An exhibit celebrating Dominican independence this weekend marked the biggest recent event hosted by La Casa Cultural to commemorate the heritage of Latin American people hailing from places other than Puerto Rico or Mexico, students said Friday.
Coordinated by Luis Vasquez ’07 and Yalina Disla ’07, the exhibit’s Friday opening featured dinner from El Caribe Restaurant, a guided tour and a movie screening.
About 40 to 50 members of the New Haven and Yale communities visited the exhibit on Friday, said Rosalinda Garcia, assistant dean of Yale College and director of the Latino and Native American cultural houses.
American Studies professor Patricia Pessar, who was interviewed by a student for a feature in the exhibit, said the event asserted the importance of Latin American students from places other than Puerto Rico and Mexico.
“I’ve been at Yale for 11 years now and there has always been a question of where students that are from the Caribbean fit into the cultural houses,” Pessar said. “This is really a pioneering event for La Casa and for Yale.”
Garcia said she was particularly pleased that La Casa hosted an event organized entirely by students and that the exhibit featured photographs taken by one of the students on her winter break trip to the Dominican Republic.
Disla, who took the pictures for the exhibit, created a display to commemorate “El Carnival,” an annual Feb. 27 event celebrating the Dominican Republic’s independence from Haiti. As part of the exhibit, Disla displayed traditional carnival masks made by two Fair Haven middle school students.
Latino ethnic counselor Joshua Rodriguez ’04, who said he is of Dominican origin, said the event marked the first time he could remember Dominican culture specifically commemorated at La Casa.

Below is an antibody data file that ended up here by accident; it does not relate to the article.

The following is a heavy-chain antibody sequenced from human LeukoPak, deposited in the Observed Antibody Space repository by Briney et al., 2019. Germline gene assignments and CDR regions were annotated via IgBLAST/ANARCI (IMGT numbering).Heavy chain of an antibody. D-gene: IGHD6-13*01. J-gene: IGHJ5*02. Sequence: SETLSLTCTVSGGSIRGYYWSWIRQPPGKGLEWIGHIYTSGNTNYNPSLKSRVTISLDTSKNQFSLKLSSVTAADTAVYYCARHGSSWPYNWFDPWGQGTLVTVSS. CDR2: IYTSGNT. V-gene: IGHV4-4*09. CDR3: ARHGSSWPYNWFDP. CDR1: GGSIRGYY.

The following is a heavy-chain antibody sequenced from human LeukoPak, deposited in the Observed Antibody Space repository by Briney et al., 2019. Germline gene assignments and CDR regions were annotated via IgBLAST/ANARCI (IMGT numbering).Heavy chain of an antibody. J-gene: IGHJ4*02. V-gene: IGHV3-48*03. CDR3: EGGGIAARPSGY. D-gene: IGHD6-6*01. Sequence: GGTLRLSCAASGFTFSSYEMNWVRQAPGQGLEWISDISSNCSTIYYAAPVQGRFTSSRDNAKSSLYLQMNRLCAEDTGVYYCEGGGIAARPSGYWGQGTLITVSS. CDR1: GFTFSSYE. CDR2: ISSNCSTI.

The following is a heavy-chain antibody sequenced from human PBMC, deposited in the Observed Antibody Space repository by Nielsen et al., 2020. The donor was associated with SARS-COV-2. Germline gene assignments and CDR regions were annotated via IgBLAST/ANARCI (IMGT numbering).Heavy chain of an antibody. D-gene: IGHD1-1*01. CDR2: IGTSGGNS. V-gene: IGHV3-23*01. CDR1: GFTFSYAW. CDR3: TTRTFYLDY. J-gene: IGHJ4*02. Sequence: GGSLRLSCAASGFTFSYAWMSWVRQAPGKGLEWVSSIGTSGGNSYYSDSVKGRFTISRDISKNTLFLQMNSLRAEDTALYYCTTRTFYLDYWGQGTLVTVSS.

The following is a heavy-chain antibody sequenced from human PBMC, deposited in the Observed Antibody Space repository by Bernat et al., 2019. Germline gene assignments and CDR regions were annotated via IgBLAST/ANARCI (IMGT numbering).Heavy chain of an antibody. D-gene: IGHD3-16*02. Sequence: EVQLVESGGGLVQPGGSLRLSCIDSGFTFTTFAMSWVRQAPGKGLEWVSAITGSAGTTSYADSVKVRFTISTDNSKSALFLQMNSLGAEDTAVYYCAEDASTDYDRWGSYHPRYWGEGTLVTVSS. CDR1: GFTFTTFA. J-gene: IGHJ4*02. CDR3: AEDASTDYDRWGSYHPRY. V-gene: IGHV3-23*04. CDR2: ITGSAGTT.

“The Mexican and Puerto Rican communities are the largest Latino communities [at Yale], and so the events at La Casa have generally centered around their traditions,” Rodriguez said. “This is the first time in four years that I’ve been to an event where some other group has been represented.”
Tiffany Lu ’06 said she enjoyed the Dominican dishes at the event. Coordinators served plantains, salad, two types of rice, beans and casabe, a type of bread made traditionally from yuca by Taino Indians.
During the tour of the exhibit, Disla briefly described the history of the Dominican Republic. She said baseball was introduced to the island by Cubans formerly introduced to the sport by Americans.
“No matter how poor the town, it will have a neatly kept baseball field,” Disla said. “A lot of baseball fields are kept by American baseball players.”
Aside from baseball players Sammy Sosa and Alex Rodriguez, the photo exhibit featured pictures of other famous Dominicans, including fashion designer Oscar de la Renta and 2003 Ms. Universe Amelia Vega.
As part of the Dominican exhibit, students in attendance watched “In the Time of the Butterflies,” a film based on the true story of the three Mirabal sisters who were murdered in 1960 for defying the government of dictator Rafael Leonidas Trujillo.
“[The Mirabal sisters] were literally responsible for overthrowing the dictator,” Disla said, “They organized secret meetings all over the country, and the code name for them was ‘las mariposas’ — the butterflies.”
The exhibit will be on display until April 15, Garcia said.